It appears that 2020 is Kengo Kuma’s year. While the world awaits the start of the Summer Olympics, which will be held at Tokyo’s new National Stadium of his design, Malaysia’s skyline looks set for its share of architectural magnificence, courtesy of Kuma’s vision of the upcoming Hyatt Regency Kuala Lumpur — part of the RM3.8 billion KL Midtown development that is slated to be the city’s next great business and leisure address. DIANA KHOO speaks to the acclaimed architect during his whirlwind stopover in KL recently.
T here are many words for it — fate, kismet, destiny — any of which can describe the moment a 10-year-old boy from Japan’s Kanagawa Prefecture first set foot in the Kenzo Tange-designed Yoyogi National Gymnasium in Tokyo.
The year was 1964 and the vibe in the Japanese capital was hopeful, jubilant even. The announcement a few years prior that Tokyo had been selected to host the 1964 Summer Olympic Games triggered a seismic shift in the way it presented itself to the world. Reminiscent of the proverbial phoenix rising from the ashes, the city began rebuilding in greater earnest — an increasingly urgent necessity after the devastating aerial bombardment it suffered during World War II.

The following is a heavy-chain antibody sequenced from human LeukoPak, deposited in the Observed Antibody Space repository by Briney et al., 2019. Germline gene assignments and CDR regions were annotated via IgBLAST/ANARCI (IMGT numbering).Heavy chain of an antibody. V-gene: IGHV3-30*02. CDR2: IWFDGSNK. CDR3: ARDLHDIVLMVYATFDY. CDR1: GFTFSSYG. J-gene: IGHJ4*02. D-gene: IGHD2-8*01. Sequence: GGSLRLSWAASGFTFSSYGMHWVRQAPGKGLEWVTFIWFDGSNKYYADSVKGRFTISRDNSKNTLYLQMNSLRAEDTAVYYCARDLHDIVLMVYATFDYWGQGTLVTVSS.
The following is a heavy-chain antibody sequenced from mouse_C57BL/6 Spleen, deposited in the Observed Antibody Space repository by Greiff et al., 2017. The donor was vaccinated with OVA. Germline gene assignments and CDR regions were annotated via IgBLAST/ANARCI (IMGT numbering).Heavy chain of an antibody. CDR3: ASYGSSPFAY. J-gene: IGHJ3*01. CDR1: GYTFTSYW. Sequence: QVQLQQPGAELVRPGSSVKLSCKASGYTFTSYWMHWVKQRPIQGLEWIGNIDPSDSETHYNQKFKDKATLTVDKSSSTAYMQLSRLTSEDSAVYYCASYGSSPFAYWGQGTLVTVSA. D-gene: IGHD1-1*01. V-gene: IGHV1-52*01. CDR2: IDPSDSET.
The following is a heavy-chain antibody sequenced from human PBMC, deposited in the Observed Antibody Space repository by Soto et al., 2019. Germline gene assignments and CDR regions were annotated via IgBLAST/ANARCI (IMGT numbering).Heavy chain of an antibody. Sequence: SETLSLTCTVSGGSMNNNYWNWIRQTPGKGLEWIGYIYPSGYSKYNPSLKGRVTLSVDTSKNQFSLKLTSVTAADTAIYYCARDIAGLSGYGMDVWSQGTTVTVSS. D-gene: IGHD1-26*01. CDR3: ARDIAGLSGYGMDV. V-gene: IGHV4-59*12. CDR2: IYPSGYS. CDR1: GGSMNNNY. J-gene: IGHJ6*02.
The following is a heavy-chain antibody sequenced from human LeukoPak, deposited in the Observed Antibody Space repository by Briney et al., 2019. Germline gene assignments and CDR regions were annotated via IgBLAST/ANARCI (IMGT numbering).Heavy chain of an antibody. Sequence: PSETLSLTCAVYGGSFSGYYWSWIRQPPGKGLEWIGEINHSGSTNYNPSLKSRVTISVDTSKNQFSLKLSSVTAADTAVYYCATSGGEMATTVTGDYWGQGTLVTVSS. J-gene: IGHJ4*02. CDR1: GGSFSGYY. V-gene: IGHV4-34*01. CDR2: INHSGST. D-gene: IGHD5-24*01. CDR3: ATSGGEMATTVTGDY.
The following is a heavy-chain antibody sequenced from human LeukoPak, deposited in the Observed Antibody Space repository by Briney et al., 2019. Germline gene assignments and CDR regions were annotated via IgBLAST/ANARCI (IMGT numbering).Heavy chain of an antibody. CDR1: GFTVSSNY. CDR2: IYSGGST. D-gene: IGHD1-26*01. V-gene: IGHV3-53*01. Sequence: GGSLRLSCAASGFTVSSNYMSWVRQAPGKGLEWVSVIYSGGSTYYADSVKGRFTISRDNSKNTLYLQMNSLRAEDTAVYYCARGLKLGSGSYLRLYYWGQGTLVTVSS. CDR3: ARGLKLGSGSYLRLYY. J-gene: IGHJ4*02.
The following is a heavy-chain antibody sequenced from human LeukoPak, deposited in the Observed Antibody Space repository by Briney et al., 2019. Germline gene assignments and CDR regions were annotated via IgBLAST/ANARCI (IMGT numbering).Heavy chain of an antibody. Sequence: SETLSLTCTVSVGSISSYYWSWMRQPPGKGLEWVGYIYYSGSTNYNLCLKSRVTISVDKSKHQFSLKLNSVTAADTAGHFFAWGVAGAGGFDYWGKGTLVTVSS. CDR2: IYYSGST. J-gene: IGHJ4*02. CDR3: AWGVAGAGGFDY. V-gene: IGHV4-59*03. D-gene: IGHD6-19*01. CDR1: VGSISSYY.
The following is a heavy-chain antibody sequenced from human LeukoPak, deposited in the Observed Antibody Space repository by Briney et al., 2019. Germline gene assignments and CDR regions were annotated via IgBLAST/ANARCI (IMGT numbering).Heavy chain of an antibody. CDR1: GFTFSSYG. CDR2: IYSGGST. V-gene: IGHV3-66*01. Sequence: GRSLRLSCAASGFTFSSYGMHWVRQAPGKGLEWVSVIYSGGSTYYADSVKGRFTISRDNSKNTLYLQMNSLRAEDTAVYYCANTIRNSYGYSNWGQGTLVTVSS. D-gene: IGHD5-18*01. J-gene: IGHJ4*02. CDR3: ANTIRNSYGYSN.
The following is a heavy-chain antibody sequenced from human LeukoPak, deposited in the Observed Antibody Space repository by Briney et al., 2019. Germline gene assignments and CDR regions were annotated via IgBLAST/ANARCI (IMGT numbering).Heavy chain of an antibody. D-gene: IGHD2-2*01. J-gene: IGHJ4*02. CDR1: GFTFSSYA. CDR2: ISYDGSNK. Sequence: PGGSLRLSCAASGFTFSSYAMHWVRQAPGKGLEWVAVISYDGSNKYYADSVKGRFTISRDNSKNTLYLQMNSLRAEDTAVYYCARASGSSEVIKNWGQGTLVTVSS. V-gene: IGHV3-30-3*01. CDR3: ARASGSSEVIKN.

A surge in architecture and urban regeneration mirrored this zeitgeist and one of the most iconic buildings to be constructed during this era was the Yoyogi National Gymnasium. It was this structure in particular that would have a profound and lasting impact on the young lad from Yokohama. His name? Kengo Kuma.
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